The story begins with an Indian motorcycle
First there was an anvil..
Kicksled series production begins
By teaching himself and experimenting Samppa became a skilful machine builder. The motorcycle business did not increase very successfully, but by disassembling them he got good parts to satisfy the needs of machine building.
The self-designed and built production machinery especially helped in the manufacture of kicksleds, beginning in 1933. Some of those remarkable machines are still in use. In the wood work department there was a band saw which was in use for over 70 years, which had been assembled using parts from the famous Model-T Ford.
Marketing through wholesalers
Kicksleds distributed nationwide by train
In the early days, kicksleds were delivered to customers via train. Koura had its own stop on a railway siding, where sleds could be loaded onto wagons. Many hundreds of kicksleds could be loaded onto each wagon using a racking system to stack them in layers.
Samppa builds a steam engine
Electricity comes in 1947
Koura village did not receive electricity until 1947. In the meantime, they had to cope using steam power and other methods. Kicksled runners are made from spring steel, and it requires a lot of processing power to shape them. The image shows the back of a large flywheel, which was rotated first with steam from burning wood or a motorcycle engine and sometimes even with muscle power.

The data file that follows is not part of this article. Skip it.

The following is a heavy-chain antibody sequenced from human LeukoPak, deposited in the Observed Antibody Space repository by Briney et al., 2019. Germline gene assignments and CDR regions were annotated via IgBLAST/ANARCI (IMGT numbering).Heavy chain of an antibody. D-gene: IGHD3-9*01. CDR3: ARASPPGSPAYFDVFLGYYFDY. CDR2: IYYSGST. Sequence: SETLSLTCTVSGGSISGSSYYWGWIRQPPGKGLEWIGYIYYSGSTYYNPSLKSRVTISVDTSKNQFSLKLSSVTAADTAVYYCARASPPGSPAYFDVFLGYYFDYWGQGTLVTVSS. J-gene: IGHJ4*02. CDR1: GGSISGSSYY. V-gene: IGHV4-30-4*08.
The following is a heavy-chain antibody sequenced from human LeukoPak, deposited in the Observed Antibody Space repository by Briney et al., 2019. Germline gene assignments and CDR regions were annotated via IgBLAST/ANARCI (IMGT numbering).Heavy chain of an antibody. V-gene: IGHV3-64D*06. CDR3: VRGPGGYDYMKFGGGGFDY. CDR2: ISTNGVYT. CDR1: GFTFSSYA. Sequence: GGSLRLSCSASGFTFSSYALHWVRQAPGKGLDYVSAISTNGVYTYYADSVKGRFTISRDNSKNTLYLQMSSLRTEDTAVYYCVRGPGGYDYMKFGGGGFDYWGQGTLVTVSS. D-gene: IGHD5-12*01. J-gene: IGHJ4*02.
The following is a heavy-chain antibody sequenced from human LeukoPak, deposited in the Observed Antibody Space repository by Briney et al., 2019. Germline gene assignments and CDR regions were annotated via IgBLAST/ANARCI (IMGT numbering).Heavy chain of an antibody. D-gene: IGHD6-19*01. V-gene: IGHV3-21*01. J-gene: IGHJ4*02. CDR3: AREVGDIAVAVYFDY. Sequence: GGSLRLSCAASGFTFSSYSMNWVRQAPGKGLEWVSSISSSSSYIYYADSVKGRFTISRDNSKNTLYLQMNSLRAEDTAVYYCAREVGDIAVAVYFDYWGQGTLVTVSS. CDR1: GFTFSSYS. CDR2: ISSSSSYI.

A new factory
More products to balance the seasons of the year
The export begins
New factory site
E. S. Lahtinen Oy
Going on to wheels
In 1985, the first computer was acquired from IBM PC / AT with a colour display. It cost 100,000 Finnish marks, equivalent to 17,000€ in 2016. This single unit was used by a number of employees according to a schedule. Enthusiasm was high, and Esla began to build and use production management programs, etc. as was deemed necessary.
Subcontracting boosts production
The company has been subcontracting steel parts for other companies since its founding. Subcontracting know-how has focused on using punch press work to produce components from sheet metal. In 1991, the company began further processing of aluminum profiles for Mäkelä Alu. Since then, aluminum parts manufacturing has grown steadily.
Own tool manufacturing
For a long period of time within Esla there was a seperate workshop for the sale and repair of bicycles and cars. When subcontracting increased, the workshop building was converted to tool manufacturing, where Esla can produce its own press tools. Having the ability to produce tools in-house is particularly important for subcontracting work, which often features a short delivery period.
To the Olympics on a Kicksled
The Millionth Esla
In the early hours of the 9th of September, 2003, a raging fire was about to consume the kicksled factory. Fortunately, the fire was extinguished correctly and the major appliances were rescued before the roof collapsed. Production didn’t need to have a big break, although 600 m2 of factory had to be rebuilt. Then the benefit was clear to have work in two different locations.
The company has many long-term employees and redundancies have been avoided through the years. In the same role, our longest serving employee was Jaakko Mäki. Jaakko came to work at the age of 15 in 1955 and retired in 2008, he began as a riveter, then moved on to welding when that process became accessable. Jaakko held the same job for a continuous period of 52 years and 3.5 months.